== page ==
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The Grimm Guide to Authenticating ESI

Judge Paul Grimm of the District of Maryland, is widely known in the e-discovery world for his influential decisions, in Victor Stanley v. Creative Pipe, 250 F.R.D. 251 (D. Md. 2008) where he ruled that a privilege claim on inadvertently produced privileged documents was waived because a party could not explain the method of its review for privileged material, and in Lorraine v. Markel, 241 F.R.D. 534, 563 (D. Md. 2007) in which he provided guidelines for the admission of electronic evidence.

Judge Grimm collaborated with Dan Capra and Gregory Joseph on a 2016 West Academic publication, Best Practices for Authenticating Digital Evidence, which is available online here. It discusses how to authenticate emails, text messages, social media postings, web pages, and other social media direct messages.

Emails are deemed authenticated because their actual production is the statement of party opponent, but authentication can also accomplished with the testimony of the author or a records custodian; the jury's comparison of an email with other authenticated emails; or other circumstantial evidence. A key point that Grimm makes is that, "Authentication has also been found when an adversary produces in discovery a third party’s email received by the producing party in the ordinary course of business, and the email is offered against the adversary."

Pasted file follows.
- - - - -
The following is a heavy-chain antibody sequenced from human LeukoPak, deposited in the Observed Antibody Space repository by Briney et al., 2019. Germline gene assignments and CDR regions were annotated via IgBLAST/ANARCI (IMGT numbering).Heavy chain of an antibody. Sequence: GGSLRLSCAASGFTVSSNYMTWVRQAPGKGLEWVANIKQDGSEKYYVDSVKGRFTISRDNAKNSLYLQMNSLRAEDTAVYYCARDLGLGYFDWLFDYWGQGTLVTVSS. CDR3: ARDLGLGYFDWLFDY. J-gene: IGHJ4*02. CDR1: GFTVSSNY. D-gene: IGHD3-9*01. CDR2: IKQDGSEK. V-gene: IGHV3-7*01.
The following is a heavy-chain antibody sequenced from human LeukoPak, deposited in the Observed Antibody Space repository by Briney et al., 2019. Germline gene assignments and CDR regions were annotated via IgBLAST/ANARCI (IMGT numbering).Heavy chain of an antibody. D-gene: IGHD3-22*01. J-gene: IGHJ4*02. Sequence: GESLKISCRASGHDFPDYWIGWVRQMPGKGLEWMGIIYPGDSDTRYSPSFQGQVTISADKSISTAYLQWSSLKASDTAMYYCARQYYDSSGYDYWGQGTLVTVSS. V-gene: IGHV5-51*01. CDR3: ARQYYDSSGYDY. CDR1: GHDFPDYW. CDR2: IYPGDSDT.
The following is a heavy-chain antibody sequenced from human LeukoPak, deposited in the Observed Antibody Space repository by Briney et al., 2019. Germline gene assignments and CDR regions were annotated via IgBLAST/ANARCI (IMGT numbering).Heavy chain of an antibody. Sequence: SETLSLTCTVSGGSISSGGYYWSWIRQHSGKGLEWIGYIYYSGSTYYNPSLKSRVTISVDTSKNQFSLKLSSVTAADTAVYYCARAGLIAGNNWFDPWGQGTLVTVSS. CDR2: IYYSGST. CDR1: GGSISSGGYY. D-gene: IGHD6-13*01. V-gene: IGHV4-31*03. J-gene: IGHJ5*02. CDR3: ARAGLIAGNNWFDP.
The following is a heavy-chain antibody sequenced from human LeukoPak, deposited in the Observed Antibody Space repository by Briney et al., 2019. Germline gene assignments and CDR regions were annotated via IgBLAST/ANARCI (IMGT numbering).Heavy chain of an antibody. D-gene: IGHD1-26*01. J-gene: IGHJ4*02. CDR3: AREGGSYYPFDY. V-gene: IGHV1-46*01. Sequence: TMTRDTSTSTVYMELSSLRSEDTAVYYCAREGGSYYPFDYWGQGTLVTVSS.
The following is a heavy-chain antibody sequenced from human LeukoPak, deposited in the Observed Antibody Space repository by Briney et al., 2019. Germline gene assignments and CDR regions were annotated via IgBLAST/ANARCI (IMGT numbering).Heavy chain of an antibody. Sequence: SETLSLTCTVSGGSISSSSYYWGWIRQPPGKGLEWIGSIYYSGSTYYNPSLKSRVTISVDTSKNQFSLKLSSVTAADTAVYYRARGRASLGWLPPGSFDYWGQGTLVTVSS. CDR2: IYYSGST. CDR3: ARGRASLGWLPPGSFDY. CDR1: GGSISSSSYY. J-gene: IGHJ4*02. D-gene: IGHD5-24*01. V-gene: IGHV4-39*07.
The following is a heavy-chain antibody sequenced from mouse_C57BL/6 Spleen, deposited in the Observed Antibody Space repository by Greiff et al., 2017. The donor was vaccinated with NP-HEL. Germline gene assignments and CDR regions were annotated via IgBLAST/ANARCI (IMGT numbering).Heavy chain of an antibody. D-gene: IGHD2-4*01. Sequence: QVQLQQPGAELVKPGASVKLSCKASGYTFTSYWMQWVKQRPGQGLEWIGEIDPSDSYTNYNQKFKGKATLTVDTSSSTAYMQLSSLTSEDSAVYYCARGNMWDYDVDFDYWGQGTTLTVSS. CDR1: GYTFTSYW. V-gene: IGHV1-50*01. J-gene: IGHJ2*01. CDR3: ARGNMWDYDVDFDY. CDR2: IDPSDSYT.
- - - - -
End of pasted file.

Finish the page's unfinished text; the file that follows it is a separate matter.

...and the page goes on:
Text messages can be authenticated in the same manner as email messages, but also by establishing that they are the product of a system which records them accurately. Grimm cites to a decision by the United States District Court for the Eastern District of Michigan that texts where authenticated by a showing that, "they are automatically saved on SkyTel’s server with no capacity for editing."

Government and newspaper websites are self-authenticating, and web pages generated in the ordinary course of business of a company may quality as self-authenticating business records.

Social media posts are usually authenticated when it can be proven that, "the pages and accounts can be tracked through internet protocol addresses associated with the person who purportedly made the post."

Chatroom conversations, or social media direct messages are difficult to authenticate because users often communicate with aliases. Testimony may be necessary from participants in the conversations as to the identity of a person using an account, and the accurateness of a transcript of the communications.

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